If this sounds rather thin, one suspects Lipsyte may concur. His plot is simply a series of fictional triggers that allow his characters to bump into each other and riff on his real interest, the superficiality of modern middle-class American life. Milo’s and Maura’s travails in getting their 3-year-old son educated are a prime example. The experiential learning of the Happy Salamander nursery appeals to them as left-wingers, although the “idealistic and adamantine young educators” with “a smug ideological tinge about them, a minor Red Brigades vibe” hints at an unhappy pretension. It comes as no surprise, then, when the Salamanders stick “a hand-scrawled sign over the door” that reads “Closed indefinitely due to pedagogical conflicts”. When Milo asks about the possibility of a refund on his fees, the founder responds: “This isn’t about money, okay? The whole project has been ripped apart. There are former colleagues out there spreading intolerable lies about our methodologies…And you’re worried about reimbursement?”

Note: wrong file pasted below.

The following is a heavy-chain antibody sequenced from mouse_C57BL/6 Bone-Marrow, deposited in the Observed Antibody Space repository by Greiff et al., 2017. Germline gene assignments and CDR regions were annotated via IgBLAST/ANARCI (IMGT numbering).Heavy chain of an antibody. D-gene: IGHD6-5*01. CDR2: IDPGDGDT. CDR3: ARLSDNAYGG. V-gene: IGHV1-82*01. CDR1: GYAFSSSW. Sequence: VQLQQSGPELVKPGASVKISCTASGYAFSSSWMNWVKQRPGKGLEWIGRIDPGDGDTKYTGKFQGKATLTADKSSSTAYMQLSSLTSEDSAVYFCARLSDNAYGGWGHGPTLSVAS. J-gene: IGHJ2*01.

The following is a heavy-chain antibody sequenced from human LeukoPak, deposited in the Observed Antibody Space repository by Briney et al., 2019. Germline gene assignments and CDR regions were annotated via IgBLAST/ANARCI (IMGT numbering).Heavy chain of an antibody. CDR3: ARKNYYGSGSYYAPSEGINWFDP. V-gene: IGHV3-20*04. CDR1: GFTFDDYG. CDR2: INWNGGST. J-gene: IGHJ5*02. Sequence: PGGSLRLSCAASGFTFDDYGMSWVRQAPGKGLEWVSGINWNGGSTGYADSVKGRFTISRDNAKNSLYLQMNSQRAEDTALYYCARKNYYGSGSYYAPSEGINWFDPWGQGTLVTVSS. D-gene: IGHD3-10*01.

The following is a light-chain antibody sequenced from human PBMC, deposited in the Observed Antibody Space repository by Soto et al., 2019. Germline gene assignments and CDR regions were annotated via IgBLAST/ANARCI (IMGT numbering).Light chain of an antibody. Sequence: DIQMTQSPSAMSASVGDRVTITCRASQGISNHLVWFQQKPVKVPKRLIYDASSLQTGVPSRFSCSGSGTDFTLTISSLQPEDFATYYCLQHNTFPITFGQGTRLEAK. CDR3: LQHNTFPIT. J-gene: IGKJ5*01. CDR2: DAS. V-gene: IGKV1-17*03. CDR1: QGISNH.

The shadow of the war in Iraq looms over the novel in the tragic figure of Don, shuffling around his Jackson Heights apartment on his titanium legs. This causes the “pedagogical conflicts” of a Queens nursery to appear even more absurd, although it also clear that the war is not the sole reason for US decline. Purdy’s drinking hole, The Best Place, is “one of those establishments that signalled the end of empire, or perhaps the advent of something better than empire, at least to those who could afford it”; when a whole subway train is held at a station in order for paramedics to resuscitate a man suffering a stroke, Milo says, only half-jokingly, “We were losing our superpower superpowers. Would they stop this train in China?”